Submitted to: Communications in Soil Science and Plant Analysis
Publication Type: Peer Reviewed Journal
Publication Acceptance Date: November 1, 2003
Publication Date: December 1, 2003
Citation: EGHBALL, B. LEACHING OF PHOSPHORUS FRACTIONS FOLLOWING MANURE AND COMPOST APPLICATIONS. COMMUNICATIONS IN SOIL SCIENCE AND PLANT ANALYSIS 34:2803-2815. 2003. Interpretive Summary: Manure and composted manure contain several phosphorus (P) fractions (organic, inorganic, etc.). The P fractions added when manure or composted manure is applied can influence P leaching in soil. Phosphorus leaching can pollute ground water in areas with shallow and/or fluctuating ground water especially in sandy areas. Manure and composted manure were applied to meet the nitrogen (N) or P needs of corn for either a one or two-yr period. Fertilized and unfertilized control plots were also used. The P-based treatments also received additional synthetic N fertilizer. After 4 yr of manure and compost applications, inorganic P leached to a soil depth of 12 inches while organic P leached to = 24 inches. Nitrogen-based compost application resulted in greater P leaching in the soil then P-based treatments as soil under N-based management strategy received more P than that under P-based. Organic P leaching from N-based manure application was deeper in the soil than the untreated check indicating less adsorption of organic P by soil constituents than inorganic P. Following manure and compost applications, P was mainly leached in the soil in soluble, organic, and iron-P or aluminum-P forms. These P compounds can pollute the ground water when they leach deep enough in the soil to come in contact with the ground water. Most ground water eventually emerges as surface water and if it contains sufficient P can cause eutrophication, which is a nutrient rich condition that encourages algae growth.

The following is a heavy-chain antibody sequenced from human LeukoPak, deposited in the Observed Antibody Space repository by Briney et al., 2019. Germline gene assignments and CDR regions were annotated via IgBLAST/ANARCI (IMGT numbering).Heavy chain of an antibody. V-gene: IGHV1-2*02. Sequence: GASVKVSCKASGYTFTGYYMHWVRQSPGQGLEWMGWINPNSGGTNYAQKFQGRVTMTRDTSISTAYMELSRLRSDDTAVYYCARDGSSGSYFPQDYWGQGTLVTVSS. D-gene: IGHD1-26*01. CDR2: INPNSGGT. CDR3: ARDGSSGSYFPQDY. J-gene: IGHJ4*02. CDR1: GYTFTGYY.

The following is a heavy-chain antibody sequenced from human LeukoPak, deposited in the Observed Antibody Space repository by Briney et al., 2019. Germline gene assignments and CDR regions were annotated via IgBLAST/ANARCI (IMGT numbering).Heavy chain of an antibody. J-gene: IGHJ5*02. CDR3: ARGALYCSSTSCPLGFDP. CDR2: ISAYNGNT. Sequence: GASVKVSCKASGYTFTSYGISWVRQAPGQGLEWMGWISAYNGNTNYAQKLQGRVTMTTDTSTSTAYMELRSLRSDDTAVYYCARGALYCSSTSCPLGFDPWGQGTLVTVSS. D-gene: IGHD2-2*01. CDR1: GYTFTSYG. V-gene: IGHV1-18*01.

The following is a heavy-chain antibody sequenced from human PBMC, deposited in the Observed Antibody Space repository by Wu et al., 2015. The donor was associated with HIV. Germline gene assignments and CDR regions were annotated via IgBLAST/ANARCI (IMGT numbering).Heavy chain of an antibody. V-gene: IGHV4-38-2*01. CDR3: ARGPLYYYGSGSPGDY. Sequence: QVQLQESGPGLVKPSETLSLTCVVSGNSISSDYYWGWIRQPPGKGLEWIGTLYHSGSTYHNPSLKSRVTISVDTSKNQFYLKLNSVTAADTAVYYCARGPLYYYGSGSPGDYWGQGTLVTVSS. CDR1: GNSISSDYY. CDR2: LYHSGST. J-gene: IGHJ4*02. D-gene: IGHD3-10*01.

Technical Abstract: Phosphorus (P) leaching in manure-amended soil can be influenced by the P fractions added when manure or composted manure is applied. This study was conducted to determine leaching of different P fractions following beef cattle feedlot manure or compost application. Manure and composted manure were applied to meet the nitrogen (N) or P needs of corn (Zea mays L.) for either a one or two-yr period. Fertilized and unfertilized control plots were also used. The P-based treatments also received additional N fertilizer. Soil P fractions were determined for various soil depth increments. After 4 yr of manure and compost applications, inorganic P leached to a soil depth of 30 cm while organic P leached to = 60 cm. Greater concentrations of total, available, and inorganic P fractions were observed for the N-based compost treatments as these management strategies received more P than P-based. Organic P was similar among treatments between 0 and 60 cm soil depth but was significantly higher for the N-based manure treatment than the check in the 60-90 cm increment indicating movement of organic P in the soil. Leaching of soluble and non-occluded P accounted for most of the inorganic P leaching. More than 70% of beef cattle manure or composted manure P was inorganic. Leaching of P following manure and compost applications was a function of soluble, non-occluded, and organic P movement in the soil. Phosphorus leaching can pollute ground water in areas with shallow and/or fluctuating ground water especially in sandy soils